Growth of business activity in Saudi Arabia's non-oil private sector rose marginally in Febuary, a survey of more than 400 private companies has showed.
The SABB HSBC Saudi Arabia Purchasing Managers' Index, which measures activity in the manufacturing and services sectors, was 58.5 points last month compared to 58.1 points in January.
The seasonally adjusted index remains well above the 50-point mark separating growth from contraction.
It reflects the economic performance of the Saudi Arabian non-oil producing private sector companies through the monitoring of a number of variables, including output, orders, prices, stocks and employment.
Output and new order growth remained solid and employment levels continued to rise. Meanwhile, purchasing activity increased at a sharp rate, the survey said.
Non-oil producing private sector firms in Saudi Arabia reported both higher output and increased new orders in February.
While the rise in output was mainly driven by more new business and improving market conditions, the rise in new orders was attributed to marketing and sales efforts within companies.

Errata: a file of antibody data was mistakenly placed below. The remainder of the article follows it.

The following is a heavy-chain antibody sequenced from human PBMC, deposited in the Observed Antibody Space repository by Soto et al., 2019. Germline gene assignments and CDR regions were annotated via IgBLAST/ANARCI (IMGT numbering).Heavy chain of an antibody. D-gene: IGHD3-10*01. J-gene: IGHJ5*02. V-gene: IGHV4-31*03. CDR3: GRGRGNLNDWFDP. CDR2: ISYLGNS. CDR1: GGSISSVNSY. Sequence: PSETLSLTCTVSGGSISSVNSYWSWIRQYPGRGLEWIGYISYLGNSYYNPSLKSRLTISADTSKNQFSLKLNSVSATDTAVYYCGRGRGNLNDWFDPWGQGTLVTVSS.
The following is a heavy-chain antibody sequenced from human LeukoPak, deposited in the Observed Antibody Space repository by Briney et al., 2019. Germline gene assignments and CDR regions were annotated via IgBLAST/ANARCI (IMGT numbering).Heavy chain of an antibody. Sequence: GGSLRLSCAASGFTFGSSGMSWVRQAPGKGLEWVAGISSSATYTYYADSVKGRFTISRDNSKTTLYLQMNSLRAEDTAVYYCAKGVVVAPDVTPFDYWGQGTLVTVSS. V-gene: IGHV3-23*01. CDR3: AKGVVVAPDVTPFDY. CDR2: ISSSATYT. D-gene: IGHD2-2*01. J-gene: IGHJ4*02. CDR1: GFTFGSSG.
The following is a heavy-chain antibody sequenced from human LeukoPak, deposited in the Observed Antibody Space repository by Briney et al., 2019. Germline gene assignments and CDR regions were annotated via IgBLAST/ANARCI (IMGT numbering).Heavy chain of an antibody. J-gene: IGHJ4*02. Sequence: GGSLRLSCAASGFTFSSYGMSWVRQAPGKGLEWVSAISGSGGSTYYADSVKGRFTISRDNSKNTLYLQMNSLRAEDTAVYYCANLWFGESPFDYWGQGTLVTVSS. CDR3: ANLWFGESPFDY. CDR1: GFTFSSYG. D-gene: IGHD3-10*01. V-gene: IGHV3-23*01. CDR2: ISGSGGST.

Moreover, the rate of growth in new work was sharp and higher than in the previous survey period. New export orders also continued to increase.
Employment levels rose further during February. According to anecdotal evidence, new business was the main reason for an increase in payroll numbers.
The latest survey data pointed to higher prices charged by Saudi Arabian non-oil producing private sector companies. Increased input costs were commonly mentioned by companies that reported a rise in output prices.
Overall input prices also rose during February, and the rate of input cost inflation was broadly unchanged from January.
Around 11 percent of companies recorded higher input costs and only two percent reported a fall. While the rate of purchase price inflation picked up, wage inflation fell to a 16-month low.
Purchasing activity increased during the latest survey period with around 35 percent of panellists reporting an increase in quantity of items purchased, while less than nine percent indicated a fall.